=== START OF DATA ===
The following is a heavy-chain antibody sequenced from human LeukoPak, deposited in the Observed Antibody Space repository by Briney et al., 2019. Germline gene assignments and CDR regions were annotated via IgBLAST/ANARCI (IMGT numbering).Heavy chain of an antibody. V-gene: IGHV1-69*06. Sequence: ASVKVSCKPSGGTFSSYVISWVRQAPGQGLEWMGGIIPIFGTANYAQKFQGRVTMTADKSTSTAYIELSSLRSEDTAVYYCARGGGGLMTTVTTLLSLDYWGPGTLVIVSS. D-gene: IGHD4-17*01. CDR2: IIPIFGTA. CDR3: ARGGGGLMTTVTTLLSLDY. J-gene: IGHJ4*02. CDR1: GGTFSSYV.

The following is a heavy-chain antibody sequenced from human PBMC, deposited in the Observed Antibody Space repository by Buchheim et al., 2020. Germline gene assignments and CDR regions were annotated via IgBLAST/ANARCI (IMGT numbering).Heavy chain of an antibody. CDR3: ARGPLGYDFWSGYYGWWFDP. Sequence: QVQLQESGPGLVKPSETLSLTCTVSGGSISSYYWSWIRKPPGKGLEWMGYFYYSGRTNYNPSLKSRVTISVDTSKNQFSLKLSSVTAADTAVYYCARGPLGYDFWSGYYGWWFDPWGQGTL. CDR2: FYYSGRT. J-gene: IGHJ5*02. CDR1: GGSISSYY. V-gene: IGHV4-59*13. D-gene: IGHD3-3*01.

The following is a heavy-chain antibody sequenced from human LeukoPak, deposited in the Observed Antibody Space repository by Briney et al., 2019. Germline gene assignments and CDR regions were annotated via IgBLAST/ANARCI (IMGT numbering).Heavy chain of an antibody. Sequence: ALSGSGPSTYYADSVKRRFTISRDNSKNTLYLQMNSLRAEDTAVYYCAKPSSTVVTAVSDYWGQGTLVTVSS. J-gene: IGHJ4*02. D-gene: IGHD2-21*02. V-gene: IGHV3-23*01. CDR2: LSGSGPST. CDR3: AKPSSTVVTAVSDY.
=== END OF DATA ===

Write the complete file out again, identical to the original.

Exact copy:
The following is a heavy-chain antibody sequenced from human LeukoPak, deposited in the Observed Antibody Space repository by Briney et al., 2019. Germline gene assignments and CDR regions were annotated via IgBLAST/ANARCI (IMGT numbering).Heavy chain of an antibody. V-gene: IGHV1-69*06. Sequence: ASVKVSCKPSGGTFSSYVISWVRQAPGQGLEWMGGIIPIFGTANYAQKFQGRVTMTADKSTSTAYIELSSLRSEDTAVYYCARGGGGLMTTVTTLLSLDYWGPGTLVIVSS. D-gene: IGHD4-17*01. CDR2: IIPIFGTA. CDR3: ARGGGGLMTTVTTLLSLDY. J-gene: IGHJ4*02. CDR1: GGTFSSYV.

The following is a heavy-chain antibody sequenced from human PBMC, deposited in the Observed Antibody Space repository by Buchheim et al., 2020. Germline gene assignments and CDR regions were annotated via IgBLAST/ANARCI (IMGT numbering).Heavy chain of an antibody. CDR3: ARGPLGYDFWSGYYGWWFDP. Sequence: QVQLQESGPGLVKPSETLSLTCTVSGGSISSYYWSWIRKPPGKGLEWMGYFYYSGRTNYNPSLKSRVTISVDTSKNQFSLKLSSVTAADTAVYYCARGPLGYDFWSGYYGWWFDPWGQGTL. CDR2: FYYSGRT. J-gene: IGHJ5*02. CDR1: GGSISSYY. V-gene: IGHV4-59*13. D-gene: IGHD3-3*01.

The following is a heavy-chain antibody sequenced from human LeukoPak, deposited in the Observed Antibody Space repository by Briney et al., 2019. Germline gene assignments and CDR regions were annotated via IgBLAST/ANARCI (IMGT numbering).Heavy chain of an antibody. Sequence: ALSGSGPSTYYADSVKRRFTISRDNSKNTLYLQMNSLRAEDTAVYYCAKPSSTVVTAVSDYWGQGTLVTVSS. J-gene: IGHJ4*02. D-gene: IGHD2-21*02. V-gene: IGHV3-23*01. CDR2: LSGSGPST. CDR3: AKPSSTVVTAVSDY.